It also means that two other articles I have pending with this publication will probably be rejected for the same reason. In which case, I won’t keep submitting, quick pay or no, because my time is better spent working on pitches to publications that pay $1/word, where I like their content and they like mine.

It was a gamble that didn’t pay off. I submitted to a publication that left a bad taste in my mouth, whose work I don’t like, and I wasn’t willing to match enough of their writing style to get in. Some would say that means I’m not “professional” enough, not detached enough. Definitely not detached enough. Others would say I’m not a “hack”, and I shouldn’t have tried hack writing. I don’t happen to think there’s anything wrong with hack writing. Many a writer who went on to public works we still read was known as a hack in their own time, churning out stories for pulps, and articles and reviews for anyone who would pay them enough to keep a roof over their heads.

“Writing to market” is an important part of selling one’s work. Since this is my business, not my hobby, I better write material that sells. I better also choose my markets by what they actually publish, instead of what I think they should publish.

So, onward.

Yesterday was one of those days that no matter where I worked, the work didn’t flow well. My hyperaccusis/misophonia was bad (as it is when I’m under severe stress) and almost any sound caused pain.

I took my mom in to the doctor, and she had a biopsy. Fingers crossed it turns out well. I had trouble writing anything by the time we got back. I tried working at the library, but it was too noisy. I came home and did some research and noodled with a few ideas.

I sent off my requested revisions to my new editor, explaining nicely that if he wanted something first thing Monday, it needed to be on my desk before noon on Friday, not at 9 AM Sunday morning. If I get fired for that, so be it. They don’t pay enough for me to compromise my Day of Disconnect.

I will have quite a bit to say tomorrow on the Shakespeare idiocy that the ignorant and stupid are currently engaging in (since most of them seem to think he’s alive and can be bullied). But that’s another piece for another day.

Today, I have errands to run, and I’ll try to work at the library for a bit. I’m having trouble finishing the short stories that need to go out, but I just have to buckle down and do them. I have some more article pitches to send out, and others to work on and/or follow up.

And I can’t neglect the longer fiction, which has gotten the short shrift the last few weeks, replaced by articles that are on a quicker pay cycle.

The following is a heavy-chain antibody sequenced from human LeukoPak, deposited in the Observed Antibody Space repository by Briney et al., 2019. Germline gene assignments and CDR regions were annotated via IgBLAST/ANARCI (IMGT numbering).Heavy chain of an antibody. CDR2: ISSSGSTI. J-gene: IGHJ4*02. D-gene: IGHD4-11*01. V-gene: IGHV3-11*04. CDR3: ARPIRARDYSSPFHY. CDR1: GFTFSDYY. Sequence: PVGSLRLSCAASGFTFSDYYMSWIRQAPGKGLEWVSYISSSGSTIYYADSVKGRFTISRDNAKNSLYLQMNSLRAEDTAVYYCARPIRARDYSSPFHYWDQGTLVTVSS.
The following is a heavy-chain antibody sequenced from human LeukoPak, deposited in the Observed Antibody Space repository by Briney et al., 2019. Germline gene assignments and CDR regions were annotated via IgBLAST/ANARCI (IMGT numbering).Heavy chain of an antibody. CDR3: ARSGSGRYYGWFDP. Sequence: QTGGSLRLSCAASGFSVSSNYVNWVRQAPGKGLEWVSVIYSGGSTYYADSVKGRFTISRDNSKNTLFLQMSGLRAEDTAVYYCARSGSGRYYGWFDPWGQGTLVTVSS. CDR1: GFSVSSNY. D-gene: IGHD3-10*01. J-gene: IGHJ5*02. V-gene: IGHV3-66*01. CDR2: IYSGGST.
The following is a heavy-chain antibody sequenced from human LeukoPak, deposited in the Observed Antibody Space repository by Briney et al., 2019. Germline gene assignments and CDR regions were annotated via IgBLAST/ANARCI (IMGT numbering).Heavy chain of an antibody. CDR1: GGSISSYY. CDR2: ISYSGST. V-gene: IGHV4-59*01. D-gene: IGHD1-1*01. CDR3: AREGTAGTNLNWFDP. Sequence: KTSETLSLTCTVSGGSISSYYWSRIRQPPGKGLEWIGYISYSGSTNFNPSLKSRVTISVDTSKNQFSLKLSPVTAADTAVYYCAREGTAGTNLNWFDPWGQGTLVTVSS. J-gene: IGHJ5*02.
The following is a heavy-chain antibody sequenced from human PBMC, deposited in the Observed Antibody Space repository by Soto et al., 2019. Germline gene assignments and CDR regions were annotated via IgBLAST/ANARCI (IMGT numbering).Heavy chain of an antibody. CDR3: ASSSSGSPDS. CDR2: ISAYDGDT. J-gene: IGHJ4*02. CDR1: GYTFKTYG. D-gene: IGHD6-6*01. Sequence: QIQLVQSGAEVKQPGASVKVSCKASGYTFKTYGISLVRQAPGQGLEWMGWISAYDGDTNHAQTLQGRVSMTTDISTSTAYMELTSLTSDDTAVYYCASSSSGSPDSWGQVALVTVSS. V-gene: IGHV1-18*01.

Tomorrow, the weather’s supposed to be clear, so I have to get back to work mowing (the terrace is looking like a vacant lot again). I also have a project meeting way down the other end of the Cape that I’m looking forward to. I don’t want to get my hopes up, and it’s out of my usual client range, but I like the company, and I like the person I dealt with so far, so fingers crossed it will all be good.

Tomorrow is also the Solstice, and I have to get ready for that celebration. I’m not feeling much like celebrating, but it will make me feel better.

Back to the page.

Fri. June 16, 2017: Just Keep Writing

Friday, June 16, 2017
Waning Moon
Saturn Retrograde
Cloudy and cool

I finally got the article I’d been working on all week out the door; still waiting to hear back from a pitch I’d hoped was a quick turnaround. Got a few other pitches out.

Consultations on the new cover for “The Ramsey Chase”. There were two possibilities, both eye-catching, but I chose the one set in the graveyard, because the denouement is set in a graveyard. It’s not quite as spooky as the original cover, but I like the image. The byline might be enlarged just a point in the font, but, other than that, I’m happy with it.

I played with some ideas for the next story in the series, and I’ve got a few ideas spinning. We’ll see which ones actually work. I’ll have to write at least the opening scene soon, so it can go in with “Ramsey”. The re-read and the proof-read I need to do on it should help me regain the tone.

It was actually too cool to work outside on the deck yesterday afternoon; I only managed a few minutes. But, I roughed out some article ideas that I will now formulate into pitches, and also found the premise of what could be an intriguing piece of fiction. I need to play with it for a bit. The contrasting POVs would be fascinating to explore.

The exercise bicycle I picked up last week on craigslist is already having a positive effect. I’ve also finally lost the “library weight” I’d put on. Even though I’m sitting a lot for my work, I’m more active and I’m eating better. It seems all I crave lately are apples, cucumbers, peppers, parsley, and the like.

I’m hoping to have a solid writing weekend, although when it’s not raining, I’ll still have to mow. I got the side yard done yesterday morning, so it’s the terraced back area today, and then, tomorrow, back to the meadow. I also have to do some trimming in areas that the mower can’t reach.

Finished a short story that will go out today. I’m getting better at fiction that’s truly short. Which is a good thing, since there are markets for it. It’s also a good contrast to novel-length. I’m proud of myself, because the story came in only one word over the count, and I cut a qualifier, and there I was!

Started a short science fiction story, which is kind of fun. If it works, I should be able to have it submission-ready by Monday.

Still wrestling with the longer piece; I have to dig farther into the emotions, and rework the structure a bit. It should hit just over 3K when it’s done and revised. That needs to go out next week.